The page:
Jump to content

Atari 5200 Voice Synthesizer Module


Recommended Posts

46 minutes ago, RickR said:

Interesting!  I'll bet it was just a misunderstanding by the writer of that article, as there are two talking 5200 games that don't need an adapter.  Berzerk and Realsports Baseball (two of my favorites).


It would be nice to find out if this device was ever really a thing or a misstatement. The article does say “Atari confirmed…” so if it’s a misstatement, it’s a pretty big one. Especially since he/they called it a module. Module suggests additional hardware to me. 

Edited by sramirez2008
Link to comment
Share on other sites

Well, another thought is that Atari could have been working on such a module, and then figured out how to do it within the cartridge and normal hardware of the system as both Berzerk and Baseball were released in 1983 after that article was published?

Another thought is that whomever they were getting their information from with Atari could have been mistaken about how the tech was being done, or it was deliberate as it would be quite something to have speech working from the console and games without extra hardware when the competition required separate modules to be purchased to accomplish this. It would be the shining gold star on Atari's image and on the hardware if it was suddenly announced that they could do the same thing without the extra cost required to consumers.

So it is all speculate at this point. We know Atari was able to do it as both of the games listed demonstrate. Perhaps mention of a module exists in some paper archives in some body's house still yet to be discovered?


Edited by CrossBow

See what I'm up to over at the Ivory Tower Collections: http://www.youtube.com/ivorytowercollections


Link to comment
Share on other sites

I'm not so sure.  The 400/800 had speech games (Castle Wolfenstien, Tumble Bugs, S.A.M.) all done in software BEFORE the 5200. 

It is possible though!  The issue with software speech on Atari or C64 was that nothing else could be going on during the speech playback.  Maybe a hardware box solved that one.  But in the end, they figured it wouldn't be worth the extra cost for consumers. 

Link to comment
Share on other sites

Chapter 11 of Atari Inc. Business is Fun, (5200 Super Blunders and Mistakes) makes mention of a possible other console, code named Sylvia. According to the book Sylvia “…was intended to have an onboard Speech Synthesizer.” The book doesn’t mention this as a possibility for the ‘PAM’, but maybe this was thought of as a possibility for PAM as well, and it never went any further than mere discussion. Guess we’ll never know.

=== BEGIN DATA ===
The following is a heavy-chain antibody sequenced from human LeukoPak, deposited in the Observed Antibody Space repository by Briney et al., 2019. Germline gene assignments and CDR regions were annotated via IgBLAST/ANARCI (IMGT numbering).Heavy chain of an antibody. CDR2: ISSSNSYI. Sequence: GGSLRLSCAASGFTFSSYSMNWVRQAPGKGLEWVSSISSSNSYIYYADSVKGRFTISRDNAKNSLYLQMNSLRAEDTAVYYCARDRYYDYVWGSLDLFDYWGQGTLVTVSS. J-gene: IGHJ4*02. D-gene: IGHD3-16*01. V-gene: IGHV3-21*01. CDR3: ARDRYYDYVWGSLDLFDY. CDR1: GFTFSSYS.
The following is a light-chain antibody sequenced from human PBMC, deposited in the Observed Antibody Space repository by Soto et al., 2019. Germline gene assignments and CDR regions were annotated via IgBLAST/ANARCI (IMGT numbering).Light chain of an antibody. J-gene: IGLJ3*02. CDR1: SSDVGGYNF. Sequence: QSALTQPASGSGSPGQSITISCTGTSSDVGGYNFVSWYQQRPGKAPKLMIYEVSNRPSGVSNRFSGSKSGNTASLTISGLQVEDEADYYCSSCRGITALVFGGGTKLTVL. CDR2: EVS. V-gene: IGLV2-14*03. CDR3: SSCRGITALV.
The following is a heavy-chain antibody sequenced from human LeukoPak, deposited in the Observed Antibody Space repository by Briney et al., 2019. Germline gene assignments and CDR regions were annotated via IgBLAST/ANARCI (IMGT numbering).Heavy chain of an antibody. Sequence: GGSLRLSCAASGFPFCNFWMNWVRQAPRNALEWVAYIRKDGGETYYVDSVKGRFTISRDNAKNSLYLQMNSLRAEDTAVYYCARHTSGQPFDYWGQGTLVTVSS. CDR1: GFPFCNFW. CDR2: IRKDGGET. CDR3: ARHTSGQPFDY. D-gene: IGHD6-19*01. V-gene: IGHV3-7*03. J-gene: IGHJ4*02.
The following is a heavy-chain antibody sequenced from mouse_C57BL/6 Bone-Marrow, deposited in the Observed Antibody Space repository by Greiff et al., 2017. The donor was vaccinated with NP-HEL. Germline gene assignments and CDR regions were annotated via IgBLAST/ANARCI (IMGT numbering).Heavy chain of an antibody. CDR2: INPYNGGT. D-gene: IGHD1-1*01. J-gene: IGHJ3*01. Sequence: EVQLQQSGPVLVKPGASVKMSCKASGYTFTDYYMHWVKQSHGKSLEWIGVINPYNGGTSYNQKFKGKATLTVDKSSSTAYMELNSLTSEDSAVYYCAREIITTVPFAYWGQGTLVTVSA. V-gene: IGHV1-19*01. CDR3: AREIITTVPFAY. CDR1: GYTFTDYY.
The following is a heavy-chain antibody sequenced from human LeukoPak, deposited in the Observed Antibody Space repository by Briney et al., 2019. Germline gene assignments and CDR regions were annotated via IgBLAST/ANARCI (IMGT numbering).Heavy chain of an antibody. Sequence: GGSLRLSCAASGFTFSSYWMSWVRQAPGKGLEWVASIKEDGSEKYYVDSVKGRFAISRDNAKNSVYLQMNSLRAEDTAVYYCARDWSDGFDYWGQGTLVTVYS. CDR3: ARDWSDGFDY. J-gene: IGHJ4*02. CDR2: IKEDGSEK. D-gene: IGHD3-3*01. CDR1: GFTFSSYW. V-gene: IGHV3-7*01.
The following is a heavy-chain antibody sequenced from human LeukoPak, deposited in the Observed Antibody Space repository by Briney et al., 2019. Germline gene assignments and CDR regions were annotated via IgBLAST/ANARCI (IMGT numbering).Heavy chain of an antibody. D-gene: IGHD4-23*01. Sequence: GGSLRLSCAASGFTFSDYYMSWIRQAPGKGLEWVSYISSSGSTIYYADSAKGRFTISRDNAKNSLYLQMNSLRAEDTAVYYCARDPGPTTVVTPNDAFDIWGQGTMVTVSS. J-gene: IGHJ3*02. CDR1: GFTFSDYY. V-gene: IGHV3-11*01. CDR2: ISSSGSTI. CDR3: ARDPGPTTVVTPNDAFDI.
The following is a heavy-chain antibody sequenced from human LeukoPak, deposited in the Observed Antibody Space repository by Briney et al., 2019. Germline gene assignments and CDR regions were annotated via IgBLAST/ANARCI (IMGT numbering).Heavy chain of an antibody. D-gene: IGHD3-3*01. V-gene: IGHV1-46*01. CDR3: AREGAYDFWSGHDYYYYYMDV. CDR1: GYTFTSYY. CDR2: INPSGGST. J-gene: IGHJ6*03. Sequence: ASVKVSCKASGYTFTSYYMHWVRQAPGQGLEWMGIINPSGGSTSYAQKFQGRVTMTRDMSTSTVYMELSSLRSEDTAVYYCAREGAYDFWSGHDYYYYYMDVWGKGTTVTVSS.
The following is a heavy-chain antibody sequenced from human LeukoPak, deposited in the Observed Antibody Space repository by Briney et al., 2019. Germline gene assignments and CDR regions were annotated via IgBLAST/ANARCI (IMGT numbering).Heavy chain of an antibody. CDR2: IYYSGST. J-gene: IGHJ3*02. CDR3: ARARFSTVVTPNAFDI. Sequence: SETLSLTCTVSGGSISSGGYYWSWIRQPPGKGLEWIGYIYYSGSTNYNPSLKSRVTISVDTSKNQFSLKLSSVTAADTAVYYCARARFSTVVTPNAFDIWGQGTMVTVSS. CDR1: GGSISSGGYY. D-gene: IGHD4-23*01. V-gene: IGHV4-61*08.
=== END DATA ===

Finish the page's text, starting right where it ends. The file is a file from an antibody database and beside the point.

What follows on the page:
Link to comment
Share on other sites

I always thought it would be cool if a non gaming cartridge was made for the 5200 as sort of another toy to play with.  I dunno exactly what that cartridge would be, but all sorts of things come to mind of what it "could be".  The fact that the 5200 is not exactly on the radar of most people except a very few of us sort or precludes that ever happening though.

<<< My YouTube Page >>>

Link to comment
Share on other sites

The voice module was first mentioned at the Summer 1982 CES show in Chicago.  RS Baseball was first mentioned in the March/April 1983 issue of Atari Age magazine, but makes no mention of it having voice. Matthew Hubbard did the initial programming for the game, before leaving for Activision.  Jim Andreasen took it over.  Keith Hayena mentioned at CGE2K7 that consultants Larry Car (sp?) and Andy Barber (sp?) devised a method to insert digitized sounds into a program, and Hayenga used it to add voice to the game.  Programmer Frank Hausman was able to adapt a voice compression algorithm developed by Electronic Speech Systems into the game.  According to the V1N6 March/April 1983 issue of Atari Age, this was to be available in April for $31.95, but it didn't appear for sale until the Sept/Oct issue for $28.95.  Michael Current says it was released November 1983: https://mcurrent.name/atarihistory/wci_games.html

Whether or not an actual voice synthesizer module was being developed or not, we don't know.  Atari had the habit of announcing a lot of things back then that ended up being vaporware (5200 keyboard, expansion module, etc).  I'm sure the voice module was talked about in-house, especially since the Intellivision had one in 1982, as did the Odyssey2.  Remember, Atari's Marketing was looking to one-up Mattel's Intellivision with the 5200, which is why the controllers were designed the way they are, with having a keypad and a "360 degree" joystick, which was deemed far superior to the Intellivision's 16-position pad controller.  But it took Atari a year from announcing a VCS Adaptor to finally releasing it, and it's possible that if a voice module was being worked on, the development of RS Baseball being delayed to add voice into the game probably convinced someone within Atari that the module wasn't needed if voice could be done in software.  Besides, Mattel's Voice Module wasn't the runaway success it had hoped for:








Edited by Scott Stilphen
Link to comment
Share on other sites

Join the conversation

You can post now and register later. If you have an account, sign in now to post with your account.

Reply to this topic...

×   Pasted as rich text.   Restore formatting

  Only 75 emoji are allowed.

×   Your link has been automatically embedded.   Display as a link instead

×   Your previous content has been restored.   Clear editor

×   You cannot paste images directly. Upload or insert images from URL.

  • Create New...